Today’s post examines concrete policy measures which could work against gentrification and the displacement of commons and creative projects.
Dr. Mary Dellenbaugh-Losse is an urban researcher, consultant, and author with a concentration on integrated post-industrial urban development, specifically: culture and creative industries, real estate market dynamics, intermediate and adaptive reuse of vacant buildings, bottom-up urban development, and urban commons. She has also published widely about symbolism in architecture and cultural heritage.
Please see About for a full bio and "Upcoming Events" below for a full list of future appointments.
Today’s post examines the rise of the far-right party Alternative für Deutschland as a continuing side effect of German reunification.
Which parts of commons theory can be applied to the management of public spaces and what should one consider when applying this theory to the real world? Today’s post explores these questions and goes into detail about my input at the Berlin Senate Department’s Zentrenwerkstatt last week.
I’m going to be giving several talks this fall about urban commons, so today I’m going to delve into what makes urban commons different from other forms of commons.
In this post, I unpack the concept of “heritage” in its ideological political use, and reflect Trump’s recent use of this term against the backdrop of the global political shifts of the last year.
So August is now over and most people are back from their summer vacations, which means that it’s time to turn our attention to the (very busy) conference season just around the corner. This year, I’ll be doing a whirlwind tour of four countries in four weeks, with topics from urban commons to EU urban policy.
So two weeks ago, I wrote this article about the conflicted stance towards ornamentation in architecture in Berlin. An illustrative example of this is the city palace reconstruction that is currently underway. Nothing says “conflicted history” more than a reconstructed palace, unless it’s a reconstructed palace with three facades of historical reconstruction and this on the massively visible side towards the central tourist area. Anyone, resident or visitor, that walks from Alexanderplatz towards Berlin’s highest building, the TV tower, will get a full view of this facade. I personally see a striking (and sort of scary) resemblance to the strict…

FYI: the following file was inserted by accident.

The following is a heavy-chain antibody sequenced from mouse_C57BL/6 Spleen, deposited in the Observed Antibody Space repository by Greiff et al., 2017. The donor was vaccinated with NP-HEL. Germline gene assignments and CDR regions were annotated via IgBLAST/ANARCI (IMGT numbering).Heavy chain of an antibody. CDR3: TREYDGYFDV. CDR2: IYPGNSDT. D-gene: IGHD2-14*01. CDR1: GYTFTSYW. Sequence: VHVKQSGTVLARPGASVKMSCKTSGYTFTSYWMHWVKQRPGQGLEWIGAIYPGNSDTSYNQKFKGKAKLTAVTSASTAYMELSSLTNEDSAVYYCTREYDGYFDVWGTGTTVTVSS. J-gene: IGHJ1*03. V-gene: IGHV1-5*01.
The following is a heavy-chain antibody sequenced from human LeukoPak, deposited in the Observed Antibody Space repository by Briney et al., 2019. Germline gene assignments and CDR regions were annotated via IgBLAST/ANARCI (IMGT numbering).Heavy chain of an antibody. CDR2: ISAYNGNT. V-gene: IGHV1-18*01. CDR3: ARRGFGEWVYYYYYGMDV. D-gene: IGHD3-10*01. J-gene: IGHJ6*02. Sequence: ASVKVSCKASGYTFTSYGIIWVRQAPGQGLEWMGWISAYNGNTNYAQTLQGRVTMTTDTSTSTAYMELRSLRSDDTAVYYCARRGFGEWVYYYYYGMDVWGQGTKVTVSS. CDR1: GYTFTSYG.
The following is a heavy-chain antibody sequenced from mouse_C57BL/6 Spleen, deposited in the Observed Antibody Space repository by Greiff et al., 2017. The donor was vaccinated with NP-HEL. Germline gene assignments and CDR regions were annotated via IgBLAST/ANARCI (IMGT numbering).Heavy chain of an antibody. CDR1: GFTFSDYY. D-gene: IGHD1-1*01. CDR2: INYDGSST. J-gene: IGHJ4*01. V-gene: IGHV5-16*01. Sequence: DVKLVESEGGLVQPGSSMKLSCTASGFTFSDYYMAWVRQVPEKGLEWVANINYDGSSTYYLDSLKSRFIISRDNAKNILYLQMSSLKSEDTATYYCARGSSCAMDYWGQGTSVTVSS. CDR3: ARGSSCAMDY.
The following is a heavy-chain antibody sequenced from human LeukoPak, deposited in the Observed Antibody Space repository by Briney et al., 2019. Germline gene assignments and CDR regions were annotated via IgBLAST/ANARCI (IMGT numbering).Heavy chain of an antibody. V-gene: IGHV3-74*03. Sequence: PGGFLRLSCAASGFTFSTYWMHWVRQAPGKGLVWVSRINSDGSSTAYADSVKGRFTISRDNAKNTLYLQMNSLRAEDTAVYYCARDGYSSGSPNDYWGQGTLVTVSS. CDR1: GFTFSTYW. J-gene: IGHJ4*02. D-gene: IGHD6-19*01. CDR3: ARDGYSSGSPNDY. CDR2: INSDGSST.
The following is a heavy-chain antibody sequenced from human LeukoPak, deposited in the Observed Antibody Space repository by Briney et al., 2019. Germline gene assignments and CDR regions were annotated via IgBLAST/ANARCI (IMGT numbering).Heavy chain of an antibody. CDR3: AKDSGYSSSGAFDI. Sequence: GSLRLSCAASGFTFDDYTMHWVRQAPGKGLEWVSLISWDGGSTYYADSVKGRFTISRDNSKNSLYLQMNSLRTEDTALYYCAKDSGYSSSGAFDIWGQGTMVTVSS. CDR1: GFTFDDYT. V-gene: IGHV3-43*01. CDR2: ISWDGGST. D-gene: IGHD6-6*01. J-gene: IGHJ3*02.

In this post, I unpack the function of memorials in social, political, and spatial negotiations of identity, history, and power.
I’ve begun work on an expanded and updated version of my dissertation, which means I’m going back through my work on symbolism, politics, and architecture. In doing so, I stumbled over some notes I made for an article about contemporary German architecture’s timid approach to symbolism and ornament, which I’ve decided to develop here. Have a look!
Does describing vacant buildings as “blight” doom them to demolition? In my newest post, I examine the consequences of framing and consensus in urban policy through the example of the term “blight.”
The results of URBACT’s most recent call, for good practices, has now been published. You can search the database of the 97 selected cities here. There are some really exciting projects in there! I’ll be back from my holidays next week with a new full-length post.
Ryan Jepson from the University of Vienna has reviewed our book. Read an excerpt and find a link to the full text here.
I’ve uploaded and English-language copy of an article from 2015 about belonging and identity, which I presented in Gdansk at the Smart Metropolia conference. Check out and excerpt here and follow the link at the bottom of the post to download the full article.
In this post, I review the highlights of the Bundeskongress für nationale Stadtentwicklungspolitik 2017, which took place on June 12th & 13th in Hamburg.